Included are lists of stations, crossings and junctions, mileposts, number of tracks, signal systems, and track diagrams for signaled lines. Also included are brief histories of each line, including construction, double tracking, and installation of signal systems.
Also included are links to "Lost Stations", covering former train stations along the routes. Including zoomable Google Maps. And included are links to histories of signal towers and interlockings along the lines.
This section generally covers lines up to one subdivision or district outside of Chicago. Traditionally, one day of work for train crew members was 100 to 150 miles, and crew change points were established accordingly. Most railroads identified each main line segment between crew change points as one subdivision or district. Although most railroads with large commuter operations identified the commuter segment and beyond commuter territory as separate subdivisions.
Also included are abandoned lines and segments, with stations indicated in italics.
PASSENGER AND COMMUTER RAILROADS
Railroads directly operated by passenger or commuter rail systems. Most lines include limited freight traffic.
Chicago area commuter routes no longer with significant freight railroad potential.
Former Chicago South Shore & South Bend Railroad.
A few segments outside the Northeast Corridor, where Amtrak has operating jurisdiction.
LARGE FREIGHT RAILROADS
The six largest railroads in the United States and Canada, all formed through mergers of numerous smaller railroads. Mostly freight traffic, with some Metra and Amtrak trains. Included are abandoned lines, including lines abandoned by former railroads evolving to these railroads.
Former Burlington Route/Burlington Northern, and Santa Fe.
Former Baltimore & Ohio, Chesapeake & Ohio, Chicago & Eastern Illinois, Monon Route.
Former New York Central, Pennsylvania Railroad, Nickel Plate Road, Wabash Railroad.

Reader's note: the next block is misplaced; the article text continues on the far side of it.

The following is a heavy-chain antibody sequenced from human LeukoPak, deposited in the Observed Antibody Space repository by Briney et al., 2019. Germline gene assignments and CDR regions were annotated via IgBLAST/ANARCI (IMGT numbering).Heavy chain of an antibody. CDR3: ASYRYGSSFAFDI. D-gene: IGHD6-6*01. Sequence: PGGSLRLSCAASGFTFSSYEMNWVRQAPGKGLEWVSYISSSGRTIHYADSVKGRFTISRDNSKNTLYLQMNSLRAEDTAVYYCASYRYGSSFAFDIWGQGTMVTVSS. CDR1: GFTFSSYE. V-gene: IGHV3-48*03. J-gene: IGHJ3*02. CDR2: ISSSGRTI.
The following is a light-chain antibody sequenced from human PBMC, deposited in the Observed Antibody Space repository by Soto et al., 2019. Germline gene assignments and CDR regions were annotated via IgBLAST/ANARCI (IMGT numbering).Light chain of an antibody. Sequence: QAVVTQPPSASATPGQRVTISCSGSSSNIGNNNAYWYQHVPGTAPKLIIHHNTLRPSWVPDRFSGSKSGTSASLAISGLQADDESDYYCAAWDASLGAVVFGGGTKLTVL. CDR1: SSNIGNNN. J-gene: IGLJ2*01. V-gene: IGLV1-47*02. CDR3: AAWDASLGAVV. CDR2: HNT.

Former Chicago & North Western, Chicago & Eastern Illinois, Alton/Gulf Mobile & Ohio.
Former Grand Trunk Western, Illinois Central, Soo Line, Elgin Joliet & Eastern.
Former Milwaukee Road.
Two jointly owned railroads handling freight traffic of multiple railroads.
SHORT LINE RAILROADS
Smaller companies operating former main line trackage, no longer wanted by the large railroads. In 1976, the bankruptcy of Penn Central and other northeast railroads led to the formation of Conrail, which was free to abandon routes with limited traffic potential. Thus began a new trend of forming short line railroads, which could operate certain routes more successfully than the large railroads.
Several former railroads between Kankakee and Bloomington.
Former Chesapeake & Ohio lines.
Former Pennsylvania Railroad main line.
Former Rock Island route through South Chicago.
Former Burlington Route branches.
Former Rock Island routes.
Several former railroads between Kankakee and Lafayette.
Former Nickel Plate branch connecting with former interurban in Michigan City.
Railroad previously controlled by Pennsylvania Railroad and Santa Fe Railway.
Former Milwaukee Road lines.
Official Web site for CREATE, which is an acronym for "Chicago Region Environmental and Transportation Efficiency Program". This is a plan created by nearly all railroads and relevant government agencies in the Chicago area, consisting of numerous improvements which will reduce railroad congestion in the Chicago area.
Descriptions of the various methods of train dispatching and signal systems, including explanations of CTC and other methods of authorizing train movements.
Explanations of the track diagrams on this Web site, which are color coded according to methods of train operation.